Eduardo Macagno

Eduardo Macagno

Professor

Contact Information

NSB 6121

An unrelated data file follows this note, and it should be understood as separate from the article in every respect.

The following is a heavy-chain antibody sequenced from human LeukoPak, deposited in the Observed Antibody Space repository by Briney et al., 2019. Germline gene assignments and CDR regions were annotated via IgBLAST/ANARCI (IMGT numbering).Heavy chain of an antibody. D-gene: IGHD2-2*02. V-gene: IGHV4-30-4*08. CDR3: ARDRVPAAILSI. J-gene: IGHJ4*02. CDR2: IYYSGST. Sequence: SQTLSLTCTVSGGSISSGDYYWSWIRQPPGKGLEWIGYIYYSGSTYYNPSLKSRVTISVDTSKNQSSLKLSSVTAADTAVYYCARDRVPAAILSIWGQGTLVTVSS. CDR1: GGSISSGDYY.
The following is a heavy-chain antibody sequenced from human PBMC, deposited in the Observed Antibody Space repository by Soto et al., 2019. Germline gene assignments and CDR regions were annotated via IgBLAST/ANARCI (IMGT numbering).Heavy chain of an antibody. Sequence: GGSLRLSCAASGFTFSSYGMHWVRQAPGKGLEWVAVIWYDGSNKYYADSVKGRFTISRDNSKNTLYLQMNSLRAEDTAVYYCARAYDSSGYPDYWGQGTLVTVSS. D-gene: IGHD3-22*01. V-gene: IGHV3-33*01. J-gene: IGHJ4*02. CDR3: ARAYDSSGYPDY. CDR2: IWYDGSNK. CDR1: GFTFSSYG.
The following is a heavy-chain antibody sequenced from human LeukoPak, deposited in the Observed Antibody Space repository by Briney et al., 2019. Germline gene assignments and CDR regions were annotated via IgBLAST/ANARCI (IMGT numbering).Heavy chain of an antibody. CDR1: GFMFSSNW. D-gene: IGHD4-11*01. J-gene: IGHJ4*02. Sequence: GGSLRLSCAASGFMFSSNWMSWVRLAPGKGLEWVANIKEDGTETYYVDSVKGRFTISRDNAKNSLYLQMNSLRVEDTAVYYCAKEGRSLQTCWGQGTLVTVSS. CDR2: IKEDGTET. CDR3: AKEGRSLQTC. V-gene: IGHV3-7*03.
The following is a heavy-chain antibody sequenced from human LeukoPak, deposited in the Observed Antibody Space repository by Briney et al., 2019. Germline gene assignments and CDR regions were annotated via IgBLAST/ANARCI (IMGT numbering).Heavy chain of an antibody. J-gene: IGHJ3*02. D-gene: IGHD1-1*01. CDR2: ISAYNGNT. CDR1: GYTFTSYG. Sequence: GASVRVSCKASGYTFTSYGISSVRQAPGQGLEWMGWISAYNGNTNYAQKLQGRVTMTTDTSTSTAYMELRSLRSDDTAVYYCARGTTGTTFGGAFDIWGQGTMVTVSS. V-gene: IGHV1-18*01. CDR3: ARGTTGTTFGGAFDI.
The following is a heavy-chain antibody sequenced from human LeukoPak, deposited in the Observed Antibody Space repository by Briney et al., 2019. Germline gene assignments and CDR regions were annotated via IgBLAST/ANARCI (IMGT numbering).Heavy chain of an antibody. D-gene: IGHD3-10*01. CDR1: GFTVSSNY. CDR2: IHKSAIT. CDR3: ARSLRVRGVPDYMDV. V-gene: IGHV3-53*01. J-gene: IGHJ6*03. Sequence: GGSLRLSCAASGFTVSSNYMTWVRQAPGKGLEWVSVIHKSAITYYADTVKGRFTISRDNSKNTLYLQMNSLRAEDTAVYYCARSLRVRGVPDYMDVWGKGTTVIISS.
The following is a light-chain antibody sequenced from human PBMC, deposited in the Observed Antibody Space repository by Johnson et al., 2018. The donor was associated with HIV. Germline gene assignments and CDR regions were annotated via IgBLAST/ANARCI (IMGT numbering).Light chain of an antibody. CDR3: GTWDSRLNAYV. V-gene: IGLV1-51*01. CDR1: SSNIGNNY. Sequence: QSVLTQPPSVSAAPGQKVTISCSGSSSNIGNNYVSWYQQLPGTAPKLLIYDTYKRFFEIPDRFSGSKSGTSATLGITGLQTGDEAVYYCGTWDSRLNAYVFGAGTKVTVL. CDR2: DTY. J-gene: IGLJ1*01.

Office Tel: 822-5702
Lab Tel: 822-5700
Email: emacagno@ucsd.edu